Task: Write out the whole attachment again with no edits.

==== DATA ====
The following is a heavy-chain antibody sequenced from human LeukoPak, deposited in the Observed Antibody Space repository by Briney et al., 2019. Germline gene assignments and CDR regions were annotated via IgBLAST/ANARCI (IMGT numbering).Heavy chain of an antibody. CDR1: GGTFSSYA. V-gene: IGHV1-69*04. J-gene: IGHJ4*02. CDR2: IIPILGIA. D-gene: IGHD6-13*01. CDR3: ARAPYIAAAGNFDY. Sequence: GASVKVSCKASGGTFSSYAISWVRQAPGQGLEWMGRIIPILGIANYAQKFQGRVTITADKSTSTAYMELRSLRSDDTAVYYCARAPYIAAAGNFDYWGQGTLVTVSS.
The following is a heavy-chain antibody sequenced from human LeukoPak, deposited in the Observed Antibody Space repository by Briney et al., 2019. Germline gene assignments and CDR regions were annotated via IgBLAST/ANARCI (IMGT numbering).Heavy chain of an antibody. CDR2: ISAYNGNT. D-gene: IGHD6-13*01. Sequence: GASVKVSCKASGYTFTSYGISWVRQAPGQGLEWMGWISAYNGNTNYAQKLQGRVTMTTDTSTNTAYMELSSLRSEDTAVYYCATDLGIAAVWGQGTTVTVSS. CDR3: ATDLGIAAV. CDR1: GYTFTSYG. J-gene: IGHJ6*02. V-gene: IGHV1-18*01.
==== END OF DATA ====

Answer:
The following is a heavy-chain antibody sequenced from human LeukoPak, deposited in the Observed Antibody Space repository by Briney et al., 2019. Germline gene assignments and CDR regions were annotated via IgBLAST/ANARCI (IMGT numbering).Heavy chain of an antibody. CDR1: GGTFSSYA. V-gene: IGHV1-69*04. J-gene: IGHJ4*02. CDR2: IIPILGIA. D-gene: IGHD6-13*01. CDR3: ARAPYIAAAGNFDY. Sequence: GASVKVSCKASGGTFSSYAISWVRQAPGQGLEWMGRIIPILGIANYAQKFQGRVTITADKSTSTAYMELRSLRSDDTAVYYCARAPYIAAAGNFDYWGQGTLVTVSS.
The following is a heavy-chain antibody sequenced from human LeukoPak, deposited in the Observed Antibody Space repository by Briney et al., 2019. Germline gene assignments and CDR regions were annotated via IgBLAST/ANARCI (IMGT numbering).Heavy chain of an antibody. CDR2: ISAYNGNT. D-gene: IGHD6-13*01. Sequence: GASVKVSCKASGYTFTSYGISWVRQAPGQGLEWMGWISAYNGNTNYAQKLQGRVTMTTDTSTNTAYMELSSLRSEDTAVYYCATDLGIAAVWGQGTTVTVSS. CDR3: ATDLGIAAV. CDR1: GYTFTSYG. J-gene: IGHJ6*02. V-gene: IGHV1-18*01.